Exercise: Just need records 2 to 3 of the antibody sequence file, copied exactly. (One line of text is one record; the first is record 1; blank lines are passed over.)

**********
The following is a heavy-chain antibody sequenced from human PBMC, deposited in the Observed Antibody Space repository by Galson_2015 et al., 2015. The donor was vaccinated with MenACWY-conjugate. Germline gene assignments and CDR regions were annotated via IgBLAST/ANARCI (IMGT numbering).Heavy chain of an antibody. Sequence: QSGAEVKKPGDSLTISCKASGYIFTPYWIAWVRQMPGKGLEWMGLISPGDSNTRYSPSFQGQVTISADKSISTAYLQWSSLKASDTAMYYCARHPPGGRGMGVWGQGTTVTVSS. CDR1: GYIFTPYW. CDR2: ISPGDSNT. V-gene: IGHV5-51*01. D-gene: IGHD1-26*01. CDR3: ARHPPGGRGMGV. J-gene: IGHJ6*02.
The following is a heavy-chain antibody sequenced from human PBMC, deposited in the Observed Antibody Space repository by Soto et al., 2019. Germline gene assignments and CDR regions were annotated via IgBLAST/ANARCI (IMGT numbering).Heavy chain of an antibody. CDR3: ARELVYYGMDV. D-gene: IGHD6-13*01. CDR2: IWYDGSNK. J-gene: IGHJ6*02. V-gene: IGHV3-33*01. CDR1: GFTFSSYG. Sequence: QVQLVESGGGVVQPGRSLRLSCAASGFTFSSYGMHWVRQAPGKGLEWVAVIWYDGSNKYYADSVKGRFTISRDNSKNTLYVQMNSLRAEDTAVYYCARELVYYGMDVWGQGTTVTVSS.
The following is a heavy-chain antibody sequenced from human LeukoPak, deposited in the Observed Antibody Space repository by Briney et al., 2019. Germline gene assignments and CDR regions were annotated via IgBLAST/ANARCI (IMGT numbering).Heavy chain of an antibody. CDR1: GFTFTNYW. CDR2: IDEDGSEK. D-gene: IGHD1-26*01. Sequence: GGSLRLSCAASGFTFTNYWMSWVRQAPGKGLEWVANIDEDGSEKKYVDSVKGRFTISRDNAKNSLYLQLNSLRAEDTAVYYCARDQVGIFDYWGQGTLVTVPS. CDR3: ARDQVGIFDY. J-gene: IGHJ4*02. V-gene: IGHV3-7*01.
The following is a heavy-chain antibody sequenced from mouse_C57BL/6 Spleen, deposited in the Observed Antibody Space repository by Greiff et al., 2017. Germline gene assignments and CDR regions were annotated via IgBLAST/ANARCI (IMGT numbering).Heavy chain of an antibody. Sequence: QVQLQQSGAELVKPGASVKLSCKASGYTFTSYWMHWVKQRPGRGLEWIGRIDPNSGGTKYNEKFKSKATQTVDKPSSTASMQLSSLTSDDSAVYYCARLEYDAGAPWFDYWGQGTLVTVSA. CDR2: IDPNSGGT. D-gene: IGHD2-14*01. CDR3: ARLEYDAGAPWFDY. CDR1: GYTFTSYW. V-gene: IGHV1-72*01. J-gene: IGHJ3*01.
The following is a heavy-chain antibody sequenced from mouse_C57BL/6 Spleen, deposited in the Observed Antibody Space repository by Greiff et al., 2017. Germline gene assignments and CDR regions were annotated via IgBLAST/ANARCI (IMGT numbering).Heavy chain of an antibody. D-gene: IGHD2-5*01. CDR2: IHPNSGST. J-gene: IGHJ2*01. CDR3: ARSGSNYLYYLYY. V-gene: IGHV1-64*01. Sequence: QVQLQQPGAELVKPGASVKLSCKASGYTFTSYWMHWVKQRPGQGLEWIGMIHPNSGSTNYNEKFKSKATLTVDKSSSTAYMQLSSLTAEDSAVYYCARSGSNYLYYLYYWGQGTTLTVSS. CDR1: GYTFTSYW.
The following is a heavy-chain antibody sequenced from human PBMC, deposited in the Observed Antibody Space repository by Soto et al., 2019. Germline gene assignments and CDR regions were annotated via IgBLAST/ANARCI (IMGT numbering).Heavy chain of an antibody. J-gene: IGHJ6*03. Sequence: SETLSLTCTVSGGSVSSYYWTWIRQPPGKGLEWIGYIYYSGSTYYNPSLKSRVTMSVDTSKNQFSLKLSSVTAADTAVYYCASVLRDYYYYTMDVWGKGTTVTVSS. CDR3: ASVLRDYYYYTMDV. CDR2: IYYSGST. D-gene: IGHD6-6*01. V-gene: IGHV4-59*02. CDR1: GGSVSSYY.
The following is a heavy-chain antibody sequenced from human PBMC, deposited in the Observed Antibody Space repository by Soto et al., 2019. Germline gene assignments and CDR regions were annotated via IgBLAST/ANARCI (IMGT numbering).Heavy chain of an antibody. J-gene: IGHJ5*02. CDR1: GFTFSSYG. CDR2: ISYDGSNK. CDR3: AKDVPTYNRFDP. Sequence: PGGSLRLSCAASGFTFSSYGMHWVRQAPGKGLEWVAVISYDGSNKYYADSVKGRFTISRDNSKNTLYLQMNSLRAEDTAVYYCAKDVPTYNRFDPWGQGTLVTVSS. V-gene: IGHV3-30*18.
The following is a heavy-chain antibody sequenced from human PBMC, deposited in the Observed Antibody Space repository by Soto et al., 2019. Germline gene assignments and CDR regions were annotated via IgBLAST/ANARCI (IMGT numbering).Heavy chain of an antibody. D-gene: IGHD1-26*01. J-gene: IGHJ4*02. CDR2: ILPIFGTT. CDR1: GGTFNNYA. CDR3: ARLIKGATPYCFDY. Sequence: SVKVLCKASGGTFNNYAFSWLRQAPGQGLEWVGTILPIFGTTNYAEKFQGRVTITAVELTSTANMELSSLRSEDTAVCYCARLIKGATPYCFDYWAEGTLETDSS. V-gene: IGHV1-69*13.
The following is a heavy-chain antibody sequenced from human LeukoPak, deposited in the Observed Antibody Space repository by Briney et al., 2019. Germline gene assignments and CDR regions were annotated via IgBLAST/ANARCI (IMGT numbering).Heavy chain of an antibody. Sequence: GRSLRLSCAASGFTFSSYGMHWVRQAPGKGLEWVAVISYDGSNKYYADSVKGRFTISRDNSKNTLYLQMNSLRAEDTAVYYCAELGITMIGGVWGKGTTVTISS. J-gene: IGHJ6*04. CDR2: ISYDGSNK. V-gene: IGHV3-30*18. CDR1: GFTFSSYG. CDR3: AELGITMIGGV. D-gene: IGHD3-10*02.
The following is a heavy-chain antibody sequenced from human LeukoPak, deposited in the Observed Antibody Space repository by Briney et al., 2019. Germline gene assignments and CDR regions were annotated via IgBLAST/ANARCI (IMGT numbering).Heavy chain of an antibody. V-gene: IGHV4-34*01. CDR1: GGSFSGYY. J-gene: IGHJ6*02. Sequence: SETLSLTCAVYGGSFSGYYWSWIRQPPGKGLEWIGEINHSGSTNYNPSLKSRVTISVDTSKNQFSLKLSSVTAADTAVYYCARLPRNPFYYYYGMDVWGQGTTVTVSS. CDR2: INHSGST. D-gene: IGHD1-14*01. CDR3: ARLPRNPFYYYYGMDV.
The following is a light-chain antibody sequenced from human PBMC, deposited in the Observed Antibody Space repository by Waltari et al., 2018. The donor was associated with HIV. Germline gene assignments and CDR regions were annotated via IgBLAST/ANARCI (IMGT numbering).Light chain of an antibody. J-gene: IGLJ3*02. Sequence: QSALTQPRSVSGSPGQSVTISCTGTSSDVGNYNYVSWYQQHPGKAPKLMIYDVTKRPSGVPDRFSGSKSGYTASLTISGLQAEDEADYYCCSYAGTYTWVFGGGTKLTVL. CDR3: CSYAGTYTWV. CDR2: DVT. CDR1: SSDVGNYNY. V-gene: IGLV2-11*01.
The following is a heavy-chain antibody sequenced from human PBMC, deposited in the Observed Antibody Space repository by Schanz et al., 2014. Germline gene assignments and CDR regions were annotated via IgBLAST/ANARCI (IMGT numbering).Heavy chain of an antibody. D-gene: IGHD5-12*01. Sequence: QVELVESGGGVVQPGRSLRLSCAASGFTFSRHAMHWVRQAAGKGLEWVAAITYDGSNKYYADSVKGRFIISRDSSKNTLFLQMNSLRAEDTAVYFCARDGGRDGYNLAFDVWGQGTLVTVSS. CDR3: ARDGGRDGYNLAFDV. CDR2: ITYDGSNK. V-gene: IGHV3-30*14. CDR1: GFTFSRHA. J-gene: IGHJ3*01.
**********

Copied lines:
The following is a heavy-chain antibody sequenced from human PBMC, deposited in the Observed Antibody Space repository by Soto et al., 2019. Germline gene assignments and CDR regions were annotated via IgBLAST/ANARCI (IMGT numbering).Heavy chain of an antibody. CDR3: ARELVYYGMDV. D-gene: IGHD6-13*01. CDR2: IWYDGSNK. J-gene: IGHJ6*02. V-gene: IGHV3-33*01. CDR1: GFTFSSYG. Sequence: QVQLVESGGGVVQPGRSLRLSCAASGFTFSSYGMHWVRQAPGKGLEWVAVIWYDGSNKYYADSVKGRFTISRDNSKNTLYVQMNSLRAEDTAVYYCARELVYYGMDVWGQGTTVTVSS.
The following is a heavy-chain antibody sequenced from human LeukoPak, deposited in the Observed Antibody Space repository by Briney et al., 2019. Germline gene assignments and CDR regions were annotated via IgBLAST/ANARCI (IMGT numbering).Heavy chain of an antibody. CDR1: GFTFTNYW. CDR2: IDEDGSEK. D-gene: IGHD1-26*01. Sequence: GGSLRLSCAASGFTFTNYWMSWVRQAPGKGLEWVANIDEDGSEKKYVDSVKGRFTISRDNAKNSLYLQLNSLRAEDTAVYYCARDQVGIFDYWGQGTLVTVPS. CDR3: ARDQVGIFDY. J-gene: IGHJ4*02. V-gene: IGHV3-7*01.